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Let $a \in \Bbb Z$ and $p,q$ be primes. Define $\left (\frac a p \right )$ as follows $:$

$$\left(\frac{a}{p}\right) = \begin{cases}\;\;\,0&\text{ if }p \text { divides } a\\+1&\text{ if } a \operatorname{R} p \text{ and }p \text { does not divide } a\\-1&\text{ if }a \operatorname{N} p \text{ and }p \text{ does not divide } a\end{cases}$$

Let $\omega$ be a primitive $q$-th root of unity. Let $$S = \sum_{x \in \Bbb {F_q}^*} \left ( \frac x q \right ) {\omega}^x.$$ Show that $$S^p = \sum_{x \in \Bbb {F_q}^*} \left ( \frac x q \right ) {\omega}^{xp}.$$

How can I show that? Please help me in this regard.

Thank you very much.

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That is not true: when $p \neq q$, one can show that $S^p$ has modulus $q^{p/2}$, while the RHS has modulus $q^{1/2}$.

You must have misunderstood something. What is true, is that $S^p$ is congruent to $\sum_{x \in \Bbb {F_q}^*} \left ( \frac x q \right ) {\omega}^{xp}$ modulo the ideal $(p)$, inside $\mathbb Z[\omega]$.

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  • $\begingroup$ Would you please suggest me some text where I can able to find it and can able to understand it on my own? I came to know this fact from the lecture notes provided by our instructor where the things are not too explicit. Please try to provide me some text if you can. Thank you very much. $\endgroup$ – Dbchatto67 Feb 8 at 17:57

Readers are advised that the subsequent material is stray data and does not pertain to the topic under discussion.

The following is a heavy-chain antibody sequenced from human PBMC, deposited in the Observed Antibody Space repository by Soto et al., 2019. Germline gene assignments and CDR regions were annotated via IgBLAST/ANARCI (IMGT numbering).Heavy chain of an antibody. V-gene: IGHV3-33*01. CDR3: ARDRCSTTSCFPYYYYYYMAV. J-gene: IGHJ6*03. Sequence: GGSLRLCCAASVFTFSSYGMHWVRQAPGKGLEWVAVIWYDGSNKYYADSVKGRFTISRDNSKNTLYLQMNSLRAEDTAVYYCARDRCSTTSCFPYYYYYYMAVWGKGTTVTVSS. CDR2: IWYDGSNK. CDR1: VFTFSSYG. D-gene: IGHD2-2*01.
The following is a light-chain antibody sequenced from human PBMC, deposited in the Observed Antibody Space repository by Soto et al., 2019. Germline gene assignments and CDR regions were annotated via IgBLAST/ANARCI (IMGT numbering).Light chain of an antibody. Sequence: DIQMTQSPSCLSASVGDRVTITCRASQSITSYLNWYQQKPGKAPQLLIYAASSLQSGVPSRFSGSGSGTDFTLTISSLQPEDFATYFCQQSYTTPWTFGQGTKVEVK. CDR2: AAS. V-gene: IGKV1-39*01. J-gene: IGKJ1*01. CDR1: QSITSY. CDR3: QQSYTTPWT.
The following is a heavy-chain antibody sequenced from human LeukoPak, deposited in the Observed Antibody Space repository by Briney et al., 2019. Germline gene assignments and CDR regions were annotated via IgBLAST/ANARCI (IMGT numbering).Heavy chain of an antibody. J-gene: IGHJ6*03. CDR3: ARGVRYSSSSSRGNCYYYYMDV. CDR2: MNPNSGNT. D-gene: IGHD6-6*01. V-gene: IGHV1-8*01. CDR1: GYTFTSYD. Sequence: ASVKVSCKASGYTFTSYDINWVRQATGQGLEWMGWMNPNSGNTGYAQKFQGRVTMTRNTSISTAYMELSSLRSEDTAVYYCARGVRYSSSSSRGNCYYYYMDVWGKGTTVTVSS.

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    $\begingroup$ You can look at Ireland and Rosen, A classical introduction to modern number theory. The chapter about quadratic Gauss sums contains everything you are looking for. Especially Proposition 6.1.6 and 6.3.2. $\endgroup$ – punctured dusk Feb 9 at 10:34
  • $\begingroup$ Thank you so much @nbarto for your valuable suggestion. I will definitely check this book. Is it available online for free as pdf or djvu formats? $\endgroup$ – Dbchatto67 Feb 9 at 15:27
  • $\begingroup$ It is available online. You can try libgen. $\endgroup$ – punctured dusk Feb 9 at 17:07

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